Studying and understanding the brain is important for many reasons. First, it is a fascinating scientific challenge. Because of the diversity and complexity of the fundamental problems we face, modern neuroscience is an interdisciplinary science par excellence, involving (among others) molecular biologists, biochemists, geneticists, electrophysiologists, ethologists, psychologists, physicists, computer scientists, engineers and mathematicians. Understanding the brain requires reductionist approaches as well as synthetic ones. Simply put, it is a formidable and interesting challenge for scientists with a passion for fundamental research.

Second, understanding the brain is of paramount importance for medicine. Data from the World Health Organization show that psychiatric and neurological diseases are among the main causes of disability and disease. Indeed, in 2005, brain disorders accounted for 35% of the economic burden of all diseases on the European continent. While our institute is not a medical institution, the knowledge we produce (e.g., on mechanisms of neural development, synaptic plasticity or brain dynamics) is of fundamental relevance for applied neurological research (e.g., neurodegenerative diseases, psychiatric disorders).' (source)


The human brain has many functions; for instance, it allows people to focus on particular objects and ignore others, or to remember events in the past. TATJANA TCHUMATCHENKO uses mathematical equations in order to understand how our brain achieves this. Previous research in this area has developed models that explain single questions, such as ‘How does memory work?’. However, as she describes in this video, the brain has a set of hardware parameters that can be used to synthesize many different functions. Tchumatchenko’s research group has therefore focused on three of these: attention, memory, and contrast invariance. Their aim was to answer whether all three have the same underlying basic principles and can be explained by a single model. Their experimental results confirm this hypothesis and they found that the way to control the three functions is to control the neurons. These findings have implications for pharmaceutical research on drugs that act on the neuronal channel.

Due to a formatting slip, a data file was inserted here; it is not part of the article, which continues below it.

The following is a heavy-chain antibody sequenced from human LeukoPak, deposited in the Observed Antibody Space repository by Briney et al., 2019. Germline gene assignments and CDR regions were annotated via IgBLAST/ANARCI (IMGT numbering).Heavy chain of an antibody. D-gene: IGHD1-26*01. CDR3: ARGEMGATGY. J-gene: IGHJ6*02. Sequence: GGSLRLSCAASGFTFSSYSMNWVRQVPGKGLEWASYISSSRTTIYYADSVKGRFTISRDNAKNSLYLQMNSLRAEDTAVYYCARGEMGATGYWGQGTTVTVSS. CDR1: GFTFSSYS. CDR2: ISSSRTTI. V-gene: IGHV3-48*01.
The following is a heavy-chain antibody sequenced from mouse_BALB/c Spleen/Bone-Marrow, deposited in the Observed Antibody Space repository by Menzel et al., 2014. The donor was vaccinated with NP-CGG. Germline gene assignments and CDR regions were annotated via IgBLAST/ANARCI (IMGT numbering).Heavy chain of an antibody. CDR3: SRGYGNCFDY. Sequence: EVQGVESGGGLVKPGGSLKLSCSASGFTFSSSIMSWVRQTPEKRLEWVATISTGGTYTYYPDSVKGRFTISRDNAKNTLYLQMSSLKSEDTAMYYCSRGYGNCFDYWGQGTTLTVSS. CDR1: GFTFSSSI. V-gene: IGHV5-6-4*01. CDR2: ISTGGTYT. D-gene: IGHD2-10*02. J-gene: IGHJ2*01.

LT Video Publication DOI: https://doi.org/10.21036/LTPUB10618

Stabilized Supralinear Network Can Give Rise to Bistable, Oscillatory, and Persistent Activity

  • Nataliya Kraynyukova and Tatjana Tchumatchenko
  • Proceedings of the National Academy of Sciences
  • Published in 2018
Nataliya Kraynyukova and Tatjana Tchumatchenko. "Stabilized Supralinear Network Can Give Rise to Bistable, Oscillatory, and Persistent Activity." Proceedings of the National Academy of Sciences 115 (2018): 3464–3469.

How Linear Response Shaped Models of Neural Circuits and the Quest for Alternatives

  • Tim Herfurth and Tatjana Tchumatchenko
  • Current Opinion in Neurobiology
  • Published in 2017
Tim Herfurth and Tatjana Tchumatchenko. "How Linear Response Shaped Models of Neural Circuits and the Quest for Alternatives." Current Opinion in Neurobiology 46 (2017): 234–240. doi:10.1016/j.conb.2017.09.001.